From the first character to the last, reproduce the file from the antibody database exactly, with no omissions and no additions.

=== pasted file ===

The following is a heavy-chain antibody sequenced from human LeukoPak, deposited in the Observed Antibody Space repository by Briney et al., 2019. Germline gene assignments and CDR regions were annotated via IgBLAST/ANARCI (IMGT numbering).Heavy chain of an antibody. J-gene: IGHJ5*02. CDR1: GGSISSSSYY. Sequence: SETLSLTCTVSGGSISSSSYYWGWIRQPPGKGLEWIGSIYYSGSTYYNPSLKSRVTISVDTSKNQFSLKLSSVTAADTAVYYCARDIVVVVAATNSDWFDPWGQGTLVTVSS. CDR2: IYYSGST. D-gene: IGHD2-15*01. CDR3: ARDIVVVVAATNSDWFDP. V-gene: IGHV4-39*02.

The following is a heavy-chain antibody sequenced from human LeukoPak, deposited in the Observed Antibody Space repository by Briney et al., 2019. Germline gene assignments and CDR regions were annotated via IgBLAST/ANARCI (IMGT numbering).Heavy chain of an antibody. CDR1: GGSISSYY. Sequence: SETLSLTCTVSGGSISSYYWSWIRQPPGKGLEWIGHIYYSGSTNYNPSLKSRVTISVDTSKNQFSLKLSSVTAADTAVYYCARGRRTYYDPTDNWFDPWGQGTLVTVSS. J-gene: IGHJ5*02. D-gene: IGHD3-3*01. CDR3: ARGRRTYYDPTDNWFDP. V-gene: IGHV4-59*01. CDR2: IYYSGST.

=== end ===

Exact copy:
The following is a heavy-chain antibody sequenced from human LeukoPak, deposited in the Observed Antibody Space repository by Briney et al., 2019. Germline gene assignments and CDR regions were annotated via IgBLAST/ANARCI (IMGT numbering).Heavy chain of an antibody. J-gene: IGHJ5*02. CDR1: GGSISSSSYY. Sequence: SETLSLTCTVSGGSISSSSYYWGWIRQPPGKGLEWIGSIYYSGSTYYNPSLKSRVTISVDTSKNQFSLKLSSVTAADTAVYYCARDIVVVVAATNSDWFDPWGQGTLVTVSS. CDR2: IYYSGST. D-gene: IGHD2-15*01. CDR3: ARDIVVVVAATNSDWFDP. V-gene: IGHV4-39*02.

The following is a heavy-chain antibody sequenced from human LeukoPak, deposited in the Observed Antibody Space repository by Briney et al., 2019. Germline gene assignments and CDR regions were annotated via IgBLAST/ANARCI (IMGT numbering).Heavy chain of an antibody. CDR1: GGSISSYY. Sequence: SETLSLTCTVSGGSISSYYWSWIRQPPGKGLEWIGHIYYSGSTNYNPSLKSRVTISVDTSKNQFSLKLSSVTAADTAVYYCARGRRTYYDPTDNWFDPWGQGTLVTVSS. J-gene: IGHJ5*02. D-gene: IGHD3-3*01. CDR3: ARGRRTYYDPTDNWFDP. V-gene: IGHV4-59*01. CDR2: IYYSGST.